If we don’t want to start all the services automatically, we can instead use the following command to get a /bin/bash shell on a Docker container, which will give us a chance to start everything manually.
$ docker run -it proteansec/elk /bin/bash root@3cd0a8058b70:/opt# /etc/init.d/supervisor start Starting supervisor: 2015-07-19 20:58:12,524 CRIT Supervisor running as root (no user in config file) 2015-07-19 20:58:12,525 WARN Included extra file "/etc/supervisor/conf.d/kibana.conf" during parsing 2015-07-19 20:58:12,525 WARN Included extra file "/etc/supervisor/conf.d/default.conf" during parsing 2015-07-19 20:58:12,526 WARN Included extra file "/etc/supervisor/conf.d/logstash.conf" during parsing 2015-07-19 20:58:12,526 WARN Included extra file "/etc/supervisor/conf.d/elasticsearch.conf" during parsing 2015-07-19 20:58:12,527 WARN Included extra file "/etc/supervisor/conf.d/sshd.conf" during parsing 2015-07-19 20:58:12,537 INFO RPC interface 'supervisor' initialized 2015-07-19 20:58:12,538 CRIT Server 'unix_http_server' running without any HTTP authentication checking 2015-07-19 20:58:12,538 INFO supervisord started with pid 9 2015-07-19 20:58:13,541 INFO spawned: 'sshd' with pid 12 2015-07-19 20:58:13,543 INFO spawned: 'elasticsearch' with pid 13 2015-07-19 20:58:13,545 INFO spawned: 'logstash' with pid 14 2015-07-19 20:58:13,550 INFO spawned: 'kibana' with pid 15
To connect to the same docker container, we can run the docker exec command with the ID of the container already running – we can identify the actual id of the container by running the docker ps command. In the output below, we’ve first connected to the same docker container and issued the netstat command to identify the listening ports.
$ docker exec -it 3cd0a8058b70 /bin/bash root@3cd0a8058b70:/opt# netstat -luntp Active Internet connections (only servers) Proto Recv-Q Send-Q Local Address Foreign Address State PID/Program name tcp 0 0 127.0.0.1:5601 0.0.0.0:* LISTEN 15/node tcp6 0 0 127.0.0.1:9200 :::* LISTEN 13/java tcp6 0 0 127.0.0.1:9300 :::* LISTEN 13/java
Getting started with Vagrant
To get started with ELK stack with Vagrant, we can pull down the vagrant-elk repository from Github and UN the “vagrant up” command and the rest should be taken care of itself.
# git clone <a href="https://github.com/proteansec/vagrant-elk"><span>https://github.com/proteansec/vagrant-elk</span></a> # cd vagrant-elk/ # vagrant up
We won’t go into the details with Vagrant as the steps are quite similar to Docker. The stage for experimentation has been provided; you just have to use it the same way as with Docker.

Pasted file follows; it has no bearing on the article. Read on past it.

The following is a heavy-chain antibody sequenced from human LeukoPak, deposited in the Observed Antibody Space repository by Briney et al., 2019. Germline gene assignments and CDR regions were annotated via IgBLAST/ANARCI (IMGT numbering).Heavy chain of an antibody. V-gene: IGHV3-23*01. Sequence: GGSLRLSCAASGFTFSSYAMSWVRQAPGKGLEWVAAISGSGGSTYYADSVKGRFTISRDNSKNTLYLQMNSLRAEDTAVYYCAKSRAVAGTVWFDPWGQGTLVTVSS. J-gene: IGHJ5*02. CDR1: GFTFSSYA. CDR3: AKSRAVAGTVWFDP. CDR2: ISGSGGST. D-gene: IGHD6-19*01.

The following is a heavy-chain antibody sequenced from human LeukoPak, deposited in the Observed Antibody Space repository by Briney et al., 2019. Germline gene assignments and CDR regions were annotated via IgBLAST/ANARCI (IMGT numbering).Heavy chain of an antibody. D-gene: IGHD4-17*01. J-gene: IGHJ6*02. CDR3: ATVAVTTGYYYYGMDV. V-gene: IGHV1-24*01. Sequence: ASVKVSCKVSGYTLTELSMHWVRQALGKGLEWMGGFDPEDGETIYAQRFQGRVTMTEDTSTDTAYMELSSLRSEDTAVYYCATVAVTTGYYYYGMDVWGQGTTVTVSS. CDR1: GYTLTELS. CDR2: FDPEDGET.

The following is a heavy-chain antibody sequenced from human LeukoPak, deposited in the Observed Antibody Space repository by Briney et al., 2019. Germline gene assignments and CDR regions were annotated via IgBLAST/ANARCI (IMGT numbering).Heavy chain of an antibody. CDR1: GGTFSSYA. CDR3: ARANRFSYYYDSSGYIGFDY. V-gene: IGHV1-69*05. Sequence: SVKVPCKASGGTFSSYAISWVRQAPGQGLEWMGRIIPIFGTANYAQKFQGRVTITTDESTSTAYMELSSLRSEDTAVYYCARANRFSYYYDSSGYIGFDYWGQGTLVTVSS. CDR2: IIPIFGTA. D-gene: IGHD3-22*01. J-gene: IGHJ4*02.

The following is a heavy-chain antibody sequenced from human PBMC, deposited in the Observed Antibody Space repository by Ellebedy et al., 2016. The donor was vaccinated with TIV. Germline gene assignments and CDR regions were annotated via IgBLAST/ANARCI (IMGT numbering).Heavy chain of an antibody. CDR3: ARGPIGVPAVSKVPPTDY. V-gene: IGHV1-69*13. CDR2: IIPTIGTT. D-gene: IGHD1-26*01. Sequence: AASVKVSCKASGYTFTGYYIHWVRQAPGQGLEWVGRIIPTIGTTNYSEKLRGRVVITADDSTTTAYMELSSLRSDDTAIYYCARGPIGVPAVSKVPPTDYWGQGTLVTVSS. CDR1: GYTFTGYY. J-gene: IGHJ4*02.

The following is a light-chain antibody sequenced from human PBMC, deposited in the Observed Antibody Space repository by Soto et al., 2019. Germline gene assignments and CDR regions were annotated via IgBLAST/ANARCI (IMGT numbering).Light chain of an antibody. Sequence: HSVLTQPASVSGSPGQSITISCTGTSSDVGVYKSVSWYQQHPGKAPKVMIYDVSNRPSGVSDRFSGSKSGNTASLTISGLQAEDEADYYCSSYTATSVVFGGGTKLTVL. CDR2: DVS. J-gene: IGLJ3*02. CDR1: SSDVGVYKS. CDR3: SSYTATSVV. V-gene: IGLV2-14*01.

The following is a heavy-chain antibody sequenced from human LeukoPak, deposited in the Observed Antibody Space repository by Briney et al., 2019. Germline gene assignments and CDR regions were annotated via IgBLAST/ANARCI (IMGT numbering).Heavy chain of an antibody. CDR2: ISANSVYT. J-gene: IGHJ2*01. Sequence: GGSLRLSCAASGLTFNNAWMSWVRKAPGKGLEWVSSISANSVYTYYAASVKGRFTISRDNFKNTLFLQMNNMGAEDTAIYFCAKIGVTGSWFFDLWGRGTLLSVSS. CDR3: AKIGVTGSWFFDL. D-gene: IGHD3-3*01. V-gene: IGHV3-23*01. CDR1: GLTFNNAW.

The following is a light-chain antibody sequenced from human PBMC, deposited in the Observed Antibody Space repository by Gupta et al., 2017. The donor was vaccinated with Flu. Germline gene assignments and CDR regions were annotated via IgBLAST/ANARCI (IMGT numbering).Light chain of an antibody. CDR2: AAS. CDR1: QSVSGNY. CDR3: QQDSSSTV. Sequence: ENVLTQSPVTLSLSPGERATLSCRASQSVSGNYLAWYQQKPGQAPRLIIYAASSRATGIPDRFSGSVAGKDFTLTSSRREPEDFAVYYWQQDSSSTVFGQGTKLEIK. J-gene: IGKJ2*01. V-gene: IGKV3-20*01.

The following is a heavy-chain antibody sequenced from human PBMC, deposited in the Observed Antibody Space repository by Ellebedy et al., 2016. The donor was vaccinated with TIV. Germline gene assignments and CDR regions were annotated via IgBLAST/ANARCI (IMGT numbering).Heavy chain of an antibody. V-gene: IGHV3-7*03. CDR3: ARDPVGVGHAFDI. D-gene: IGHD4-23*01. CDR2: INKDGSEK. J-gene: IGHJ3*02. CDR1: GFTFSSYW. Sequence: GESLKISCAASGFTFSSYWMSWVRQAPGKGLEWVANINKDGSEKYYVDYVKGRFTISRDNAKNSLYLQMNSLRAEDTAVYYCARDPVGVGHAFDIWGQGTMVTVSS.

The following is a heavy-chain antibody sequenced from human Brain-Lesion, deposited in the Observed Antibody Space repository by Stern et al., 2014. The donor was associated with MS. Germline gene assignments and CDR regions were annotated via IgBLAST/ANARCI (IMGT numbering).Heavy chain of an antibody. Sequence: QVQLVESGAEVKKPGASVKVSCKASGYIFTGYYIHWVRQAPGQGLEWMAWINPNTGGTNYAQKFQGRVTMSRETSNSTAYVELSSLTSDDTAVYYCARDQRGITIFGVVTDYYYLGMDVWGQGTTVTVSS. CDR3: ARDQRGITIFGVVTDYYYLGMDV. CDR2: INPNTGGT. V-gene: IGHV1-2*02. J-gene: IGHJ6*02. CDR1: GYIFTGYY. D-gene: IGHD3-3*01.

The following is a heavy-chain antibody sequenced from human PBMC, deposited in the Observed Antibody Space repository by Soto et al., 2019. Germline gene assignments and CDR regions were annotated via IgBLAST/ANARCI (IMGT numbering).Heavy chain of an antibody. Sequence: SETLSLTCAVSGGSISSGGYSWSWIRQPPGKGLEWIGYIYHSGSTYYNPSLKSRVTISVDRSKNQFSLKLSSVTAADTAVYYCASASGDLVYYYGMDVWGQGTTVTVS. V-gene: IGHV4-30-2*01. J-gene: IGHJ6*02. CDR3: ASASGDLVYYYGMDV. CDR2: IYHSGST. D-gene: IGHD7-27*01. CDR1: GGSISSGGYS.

Getting the Logs
After we’ve setup our environment, we can easily send logs to it in order to be processed. We’ve setup the input filter of Logstash in such a way, it can process syslog messages easily. Therefore, we can easily pipe everything from /var/log/ directory into the system in order to be monitored.
Afterwards, we can connect to Kibana and configure the index pattern, which needs to be done only when starting to use Kibana to manage the index used for searching and analysis support in Elasticsearch. On the picture below, we have to click on the ‘Create’ button to create the index pattern.
Let’s now echo something into the open port 5000, where we can connect via the TCP client like netcat. We can use echo command to pipe a line from /var/log/messages into the logstash, which is listening on port 5000.
# echo "Oct 31 11:31:50 user kernel: [525887.354176] grsec: denied resource overstep by requesting 4096 for RLIMIT_CORE against limit 0" | nc localhost 5000 -q 1
Usually, you don’t have to do this manually, but it’s nice to know how to pipe a sample to logstash to be processed, so we can easily experiment with it. If we go to the Kibana interface, we’ll see that entry in the Discover menu as shown below.
We can also expand the entry to get a better view over the parsed entry. We can see a single line we echoed to logstash was parsed into multiple fields, each containing its own field value that can be further used to search over the all data stored in Elasticsearch and fed into the system through Logstash.
To feed automatically all generated log information into Kibana, we can install rsyslog program and set-it up in order to send all messages to Logstash listening on TCP port 5000. We can install rsyslog with a simple “apt-get install rsyslog” command or use our default package manager, whatever it may be.